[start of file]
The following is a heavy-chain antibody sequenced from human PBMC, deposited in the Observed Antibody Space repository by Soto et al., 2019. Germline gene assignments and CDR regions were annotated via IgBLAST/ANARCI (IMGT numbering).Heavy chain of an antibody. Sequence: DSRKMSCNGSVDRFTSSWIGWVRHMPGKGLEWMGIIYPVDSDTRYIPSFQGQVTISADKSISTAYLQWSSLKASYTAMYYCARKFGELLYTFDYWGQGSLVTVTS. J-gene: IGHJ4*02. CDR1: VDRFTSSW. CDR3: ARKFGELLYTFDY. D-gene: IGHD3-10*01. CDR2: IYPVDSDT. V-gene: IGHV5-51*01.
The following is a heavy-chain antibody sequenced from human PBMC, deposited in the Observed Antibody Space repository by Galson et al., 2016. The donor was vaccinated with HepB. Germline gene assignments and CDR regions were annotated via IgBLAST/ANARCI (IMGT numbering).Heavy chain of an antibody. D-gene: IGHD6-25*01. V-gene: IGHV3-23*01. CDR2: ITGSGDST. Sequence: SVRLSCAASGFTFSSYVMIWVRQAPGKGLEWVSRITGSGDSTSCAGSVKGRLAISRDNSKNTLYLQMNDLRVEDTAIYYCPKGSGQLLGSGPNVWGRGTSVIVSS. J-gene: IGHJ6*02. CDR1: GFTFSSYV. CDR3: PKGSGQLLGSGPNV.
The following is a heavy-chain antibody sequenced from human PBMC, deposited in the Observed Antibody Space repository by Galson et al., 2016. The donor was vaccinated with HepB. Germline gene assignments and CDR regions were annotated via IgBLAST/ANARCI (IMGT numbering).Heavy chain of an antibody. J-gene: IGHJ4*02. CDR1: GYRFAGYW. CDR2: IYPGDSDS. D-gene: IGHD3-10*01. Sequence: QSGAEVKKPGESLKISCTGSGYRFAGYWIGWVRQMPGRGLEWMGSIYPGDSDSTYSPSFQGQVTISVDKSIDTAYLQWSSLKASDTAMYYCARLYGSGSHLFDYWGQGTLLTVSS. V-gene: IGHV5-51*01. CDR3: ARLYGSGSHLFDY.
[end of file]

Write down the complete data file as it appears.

The following is a heavy-chain antibody sequenced from human PBMC, deposited in the Observed Antibody Space repository by Soto et al., 2019. Germline gene assignments and CDR regions were annotated via IgBLAST/ANARCI (IMGT numbering).Heavy chain of an antibody. Sequence: DSRKMSCNGSVDRFTSSWIGWVRHMPGKGLEWMGIIYPVDSDTRYIPSFQGQVTISADKSISTAYLQWSSLKASYTAMYYCARKFGELLYTFDYWGQGSLVTVTS. J-gene: IGHJ4*02. CDR1: VDRFTSSW. CDR3: ARKFGELLYTFDY. D-gene: IGHD3-10*01. CDR2: IYPVDSDT. V-gene: IGHV5-51*01.
The following is a heavy-chain antibody sequenced from human PBMC, deposited in the Observed Antibody Space repository by Galson et al., 2016. The donor was vaccinated with HepB. Germline gene assignments and CDR regions were annotated via IgBLAST/ANARCI (IMGT numbering).Heavy chain of an antibody. D-gene: IGHD6-25*01. V-gene: IGHV3-23*01. CDR2: ITGSGDST. Sequence: SVRLSCAASGFTFSSYVMIWVRQAPGKGLEWVSRITGSGDSTSCAGSVKGRLAISRDNSKNTLYLQMNDLRVEDTAIYYCPKGSGQLLGSGPNVWGRGTSVIVSS. J-gene: IGHJ6*02. CDR1: GFTFSSYV. CDR3: PKGSGQLLGSGPNV.
The following is a heavy-chain antibody sequenced from human PBMC, deposited in the Observed Antibody Space repository by Galson et al., 2016. The donor was vaccinated with HepB. Germline gene assignments and CDR regions were annotated via IgBLAST/ANARCI (IMGT numbering).Heavy chain of an antibody. J-gene: IGHJ4*02. CDR1: GYRFAGYW. CDR2: IYPGDSDS. D-gene: IGHD3-10*01. Sequence: QSGAEVKKPGESLKISCTGSGYRFAGYWIGWVRQMPGRGLEWMGSIYPGDSDSTYSPSFQGQVTISVDKSIDTAYLQWSSLKASDTAMYYCARLYGSGSHLFDYWGQGTLLTVSS. V-gene: IGHV5-51*01. CDR3: ARLYGSGSHLFDY.